Floral arrangement. Glass blowing. What is behind the boom in “extreme creativity” in reality TV | Entertainment


These specialty series are nothing new: the “Forged in Fire” storytelling contest has been running for eight seasons. SyFy’s “Face Off” with prosthetic makeup artists and Paramount Network’s “Ink Master” with tattoo artists lasted 13 seasons (the latter is relaunched for Paramount +).

But more and more, these shows resemble “The Great British Baking Show” rather than “Top Chef” in that they invite amateurs to practice their hobbies instead of bringing in experts to boost their career. “These competitors aren’t necessarily trying to make a profit; they usually do it because they really love it, ”O’Connell said.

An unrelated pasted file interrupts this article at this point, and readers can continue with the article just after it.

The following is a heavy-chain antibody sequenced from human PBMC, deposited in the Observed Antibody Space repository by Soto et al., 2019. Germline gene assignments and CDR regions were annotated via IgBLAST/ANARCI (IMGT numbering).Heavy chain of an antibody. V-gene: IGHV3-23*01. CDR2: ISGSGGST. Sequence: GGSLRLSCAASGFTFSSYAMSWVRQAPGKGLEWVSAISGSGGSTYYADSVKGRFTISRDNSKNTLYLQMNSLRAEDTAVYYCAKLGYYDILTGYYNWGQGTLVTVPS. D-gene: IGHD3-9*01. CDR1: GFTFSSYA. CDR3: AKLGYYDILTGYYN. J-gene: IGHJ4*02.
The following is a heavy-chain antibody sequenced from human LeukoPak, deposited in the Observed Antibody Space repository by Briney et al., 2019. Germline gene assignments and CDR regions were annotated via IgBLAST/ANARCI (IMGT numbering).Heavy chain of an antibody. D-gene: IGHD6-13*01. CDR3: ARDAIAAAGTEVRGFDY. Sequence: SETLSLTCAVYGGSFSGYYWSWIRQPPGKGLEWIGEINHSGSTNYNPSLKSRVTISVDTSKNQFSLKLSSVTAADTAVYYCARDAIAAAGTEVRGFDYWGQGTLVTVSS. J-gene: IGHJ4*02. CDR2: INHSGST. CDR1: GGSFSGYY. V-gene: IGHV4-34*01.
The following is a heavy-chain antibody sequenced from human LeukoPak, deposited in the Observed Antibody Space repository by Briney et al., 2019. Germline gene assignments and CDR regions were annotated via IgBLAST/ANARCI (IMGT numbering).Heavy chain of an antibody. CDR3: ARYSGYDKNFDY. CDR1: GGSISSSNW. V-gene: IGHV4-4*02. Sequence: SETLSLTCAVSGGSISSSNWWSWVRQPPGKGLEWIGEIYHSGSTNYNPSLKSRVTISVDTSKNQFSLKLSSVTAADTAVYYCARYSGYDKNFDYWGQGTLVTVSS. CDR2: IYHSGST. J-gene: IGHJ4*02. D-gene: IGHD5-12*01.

“It shows that no matter what your profession, you can always find something that allows you to express yourself and brings you joy. You can be passionate about an art form or skill and compete at a very high level. There is a really ambitious element in seeing real, everyday people succeed week after week. “

It’s fitting that these hobby-centric shows take a relatively relaxed approach compared to the more fierce tournaments on TV. “This kind of show doesn’t have to be mean to be entertaining,” said Anthony Dominici, “Lego Masters” showrunner.

“Yes, they’re technically against each other, but really, these people – who are all so different and from completely different backgrounds – help each other and learn from each other along the way because they see each other as being part of the same niche community.


Rosalie M. Dehner